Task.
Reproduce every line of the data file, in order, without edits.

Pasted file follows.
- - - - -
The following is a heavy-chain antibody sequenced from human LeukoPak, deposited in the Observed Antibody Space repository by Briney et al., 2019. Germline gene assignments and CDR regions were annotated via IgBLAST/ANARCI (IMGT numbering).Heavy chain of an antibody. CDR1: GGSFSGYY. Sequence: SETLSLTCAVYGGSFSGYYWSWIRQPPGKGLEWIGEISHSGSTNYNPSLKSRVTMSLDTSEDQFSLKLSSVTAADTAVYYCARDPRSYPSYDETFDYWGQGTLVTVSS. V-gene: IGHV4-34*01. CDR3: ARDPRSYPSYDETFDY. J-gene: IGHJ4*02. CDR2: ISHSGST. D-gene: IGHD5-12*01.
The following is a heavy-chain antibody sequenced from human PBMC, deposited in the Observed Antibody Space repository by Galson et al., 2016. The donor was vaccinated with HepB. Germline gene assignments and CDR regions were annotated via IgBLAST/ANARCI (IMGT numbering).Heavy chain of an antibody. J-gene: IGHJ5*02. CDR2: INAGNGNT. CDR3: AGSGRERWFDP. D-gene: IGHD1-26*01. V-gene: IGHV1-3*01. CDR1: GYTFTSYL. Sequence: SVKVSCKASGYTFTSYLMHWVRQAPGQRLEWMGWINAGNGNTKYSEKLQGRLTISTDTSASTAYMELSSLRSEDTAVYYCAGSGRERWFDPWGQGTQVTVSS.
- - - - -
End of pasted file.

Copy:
The following is a heavy-chain antibody sequenced from human LeukoPak, deposited in the Observed Antibody Space repository by Briney et al., 2019. Germline gene assignments and CDR regions were annotated via IgBLAST/ANARCI (IMGT numbering).Heavy chain of an antibody. CDR1: GGSFSGYY. Sequence: SETLSLTCAVYGGSFSGYYWSWIRQPPGKGLEWIGEISHSGSTNYNPSLKSRVTMSLDTSEDQFSLKLSSVTAADTAVYYCARDPRSYPSYDETFDYWGQGTLVTVSS. V-gene: IGHV4-34*01. CDR3: ARDPRSYPSYDETFDY. J-gene: IGHJ4*02. CDR2: ISHSGST. D-gene: IGHD5-12*01.
The following is a heavy-chain antibody sequenced from human PBMC, deposited in the Observed Antibody Space repository by Galson et al., 2016. The donor was vaccinated with HepB. Germline gene assignments and CDR regions were annotated via IgBLAST/ANARCI (IMGT numbering).Heavy chain of an antibody. J-gene: IGHJ5*02. CDR2: INAGNGNT. CDR3: AGSGRERWFDP. D-gene: IGHD1-26*01. V-gene: IGHV1-3*01. CDR1: GYTFTSYL. Sequence: SVKVSCKASGYTFTSYLMHWVRQAPGQRLEWMGWINAGNGNTKYSEKLQGRLTISTDTSASTAYMELSSLRSEDTAVYYCAGSGRERWFDPWGQGTQVTVSS.